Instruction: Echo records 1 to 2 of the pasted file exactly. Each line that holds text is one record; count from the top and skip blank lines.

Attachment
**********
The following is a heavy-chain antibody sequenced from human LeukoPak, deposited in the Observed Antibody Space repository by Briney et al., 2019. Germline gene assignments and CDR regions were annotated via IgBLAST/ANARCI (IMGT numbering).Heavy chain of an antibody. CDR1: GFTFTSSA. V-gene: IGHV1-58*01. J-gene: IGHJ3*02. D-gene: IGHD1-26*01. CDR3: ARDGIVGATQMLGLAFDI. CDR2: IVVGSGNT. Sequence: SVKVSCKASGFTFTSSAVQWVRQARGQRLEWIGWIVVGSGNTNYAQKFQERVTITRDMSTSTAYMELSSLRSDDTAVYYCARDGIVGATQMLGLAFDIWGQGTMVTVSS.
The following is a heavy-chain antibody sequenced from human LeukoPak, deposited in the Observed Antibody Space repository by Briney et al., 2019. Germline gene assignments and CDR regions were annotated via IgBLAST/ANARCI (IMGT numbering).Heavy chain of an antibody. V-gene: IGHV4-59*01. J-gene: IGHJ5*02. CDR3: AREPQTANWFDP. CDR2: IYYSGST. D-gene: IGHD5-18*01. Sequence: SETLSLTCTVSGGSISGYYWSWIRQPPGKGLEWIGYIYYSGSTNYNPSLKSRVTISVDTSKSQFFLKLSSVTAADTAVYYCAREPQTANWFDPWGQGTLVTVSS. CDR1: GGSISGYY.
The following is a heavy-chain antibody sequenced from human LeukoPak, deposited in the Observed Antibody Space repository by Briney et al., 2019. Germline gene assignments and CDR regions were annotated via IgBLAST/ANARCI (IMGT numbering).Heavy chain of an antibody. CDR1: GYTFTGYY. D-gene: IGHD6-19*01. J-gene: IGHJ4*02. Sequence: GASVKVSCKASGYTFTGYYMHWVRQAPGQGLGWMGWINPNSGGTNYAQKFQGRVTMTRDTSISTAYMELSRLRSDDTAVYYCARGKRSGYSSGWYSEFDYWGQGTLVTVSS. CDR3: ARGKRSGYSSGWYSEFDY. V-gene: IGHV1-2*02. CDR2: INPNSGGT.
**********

The following is a heavy-chain antibody sequenced from human LeukoPak, deposited in the Observed Antibody Space repository by Briney et al., 2019. Germline gene assignments and CDR regions were annotated via IgBLAST/ANARCI (IMGT numbering).Heavy chain of an antibody. CDR1: GFTFTSSA. V-gene: IGHV1-58*01. J-gene: IGHJ3*02. D-gene: IGHD1-26*01. CDR3: ARDGIVGATQMLGLAFDI. CDR2: IVVGSGNT. Sequence: SVKVSCKASGFTFTSSAVQWVRQARGQRLEWIGWIVVGSGNTNYAQKFQERVTITRDMSTSTAYMELSSLRSDDTAVYYCARDGIVGATQMLGLAFDIWGQGTMVTVSS.
The following is a heavy-chain antibody sequenced from human LeukoPak, deposited in the Observed Antibody Space repository by Briney et al., 2019. Germline gene assignments and CDR regions were annotated via IgBLAST/ANARCI (IMGT numbering).Heavy chain of an antibody. V-gene: IGHV4-59*01. J-gene: IGHJ5*02. CDR3: AREPQTANWFDP. CDR2: IYYSGST. D-gene: IGHD5-18*01. Sequence: SETLSLTCTVSGGSISGYYWSWIRQPPGKGLEWIGYIYYSGSTNYNPSLKSRVTISVDTSKSQFFLKLSSVTAADTAVYYCAREPQTANWFDPWGQGTLVTVSS. CDR1: GGSISGYY.